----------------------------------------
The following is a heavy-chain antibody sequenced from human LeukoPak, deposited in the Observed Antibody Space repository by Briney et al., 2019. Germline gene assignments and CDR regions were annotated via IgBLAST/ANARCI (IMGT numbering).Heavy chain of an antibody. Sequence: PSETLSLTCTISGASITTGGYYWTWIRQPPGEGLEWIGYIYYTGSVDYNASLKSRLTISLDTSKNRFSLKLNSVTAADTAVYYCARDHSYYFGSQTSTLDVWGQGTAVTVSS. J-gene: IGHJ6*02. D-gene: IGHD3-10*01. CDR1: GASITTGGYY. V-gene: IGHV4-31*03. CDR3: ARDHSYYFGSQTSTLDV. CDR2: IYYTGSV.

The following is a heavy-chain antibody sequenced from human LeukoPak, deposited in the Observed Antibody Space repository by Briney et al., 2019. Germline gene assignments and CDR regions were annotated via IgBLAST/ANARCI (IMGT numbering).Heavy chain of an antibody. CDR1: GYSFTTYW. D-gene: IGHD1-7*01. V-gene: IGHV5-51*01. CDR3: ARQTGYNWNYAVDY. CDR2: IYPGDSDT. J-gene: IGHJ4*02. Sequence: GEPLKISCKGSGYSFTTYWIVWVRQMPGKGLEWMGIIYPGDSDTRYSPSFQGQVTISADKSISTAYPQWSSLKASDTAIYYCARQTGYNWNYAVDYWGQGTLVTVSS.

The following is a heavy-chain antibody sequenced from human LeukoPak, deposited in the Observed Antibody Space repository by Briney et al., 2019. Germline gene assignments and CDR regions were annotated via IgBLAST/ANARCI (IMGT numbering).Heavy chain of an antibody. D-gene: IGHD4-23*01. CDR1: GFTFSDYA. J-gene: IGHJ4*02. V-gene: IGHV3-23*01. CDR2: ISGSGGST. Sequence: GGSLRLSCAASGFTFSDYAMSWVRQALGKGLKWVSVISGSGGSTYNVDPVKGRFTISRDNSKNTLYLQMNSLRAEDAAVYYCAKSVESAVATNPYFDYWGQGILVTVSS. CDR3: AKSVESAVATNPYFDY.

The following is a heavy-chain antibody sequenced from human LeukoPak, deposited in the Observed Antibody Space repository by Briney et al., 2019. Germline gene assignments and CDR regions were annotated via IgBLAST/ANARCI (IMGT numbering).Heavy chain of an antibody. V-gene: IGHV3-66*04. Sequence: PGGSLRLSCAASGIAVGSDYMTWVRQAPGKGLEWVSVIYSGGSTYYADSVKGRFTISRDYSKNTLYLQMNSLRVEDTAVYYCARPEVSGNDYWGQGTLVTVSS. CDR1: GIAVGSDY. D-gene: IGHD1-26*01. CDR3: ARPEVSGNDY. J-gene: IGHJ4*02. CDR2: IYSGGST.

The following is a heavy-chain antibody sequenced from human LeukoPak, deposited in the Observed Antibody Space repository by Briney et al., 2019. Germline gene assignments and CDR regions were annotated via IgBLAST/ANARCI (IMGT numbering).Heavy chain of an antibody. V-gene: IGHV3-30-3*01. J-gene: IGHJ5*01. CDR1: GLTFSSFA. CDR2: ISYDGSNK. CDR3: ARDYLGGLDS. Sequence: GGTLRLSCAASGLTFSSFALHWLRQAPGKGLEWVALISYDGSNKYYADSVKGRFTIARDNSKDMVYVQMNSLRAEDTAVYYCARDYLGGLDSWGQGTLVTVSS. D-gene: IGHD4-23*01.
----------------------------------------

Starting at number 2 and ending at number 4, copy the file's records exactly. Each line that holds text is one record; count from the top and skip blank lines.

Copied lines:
The following is a heavy-chain antibody sequenced from human LeukoPak, deposited in the Observed Antibody Space repository by Briney et al., 2019. Germline gene assignments and CDR regions were annotated via IgBLAST/ANARCI (IMGT numbering).Heavy chain of an antibody. CDR1: GYSFTTYW. D-gene: IGHD1-7*01. V-gene: IGHV5-51*01. CDR3: ARQTGYNWNYAVDY. CDR2: IYPGDSDT. J-gene: IGHJ4*02. Sequence: GEPLKISCKGSGYSFTTYWIVWVRQMPGKGLEWMGIIYPGDSDTRYSPSFQGQVTISADKSISTAYPQWSSLKASDTAIYYCARQTGYNWNYAVDYWGQGTLVTVSS.

The following is a heavy-chain antibody sequenced from human LeukoPak, deposited in the Observed Antibody Space repository by Briney et al., 2019. Germline gene assignments and CDR regions were annotated via IgBLAST/ANARCI (IMGT numbering).Heavy chain of an antibody. D-gene: IGHD4-23*01. CDR1: GFTFSDYA. J-gene: IGHJ4*02. V-gene: IGHV3-23*01. CDR2: ISGSGGST. Sequence: GGSLRLSCAASGFTFSDYAMSWVRQALGKGLKWVSVISGSGGSTYNVDPVKGRFTISRDNSKNTLYLQMNSLRAEDAAVYYCAKSVESAVATNPYFDYWGQGILVTVSS. CDR3: AKSVESAVATNPYFDY.

The following is a heavy-chain antibody sequenced from human LeukoPak, deposited in the Observed Antibody Space repository by Briney et al., 2019. Germline gene assignments and CDR regions were annotated via IgBLAST/ANARCI (IMGT numbering).Heavy chain of an antibody. V-gene: IGHV3-66*04. Sequence: PGGSLRLSCAASGIAVGSDYMTWVRQAPGKGLEWVSVIYSGGSTYYADSVKGRFTISRDYSKNTLYLQMNSLRVEDTAVYYCARPEVSGNDYWGQGTLVTVSS. CDR1: GIAVGSDY. D-gene: IGHD1-26*01. CDR3: ARPEVSGNDY. J-gene: IGHJ4*02. CDR2: IYSGGST.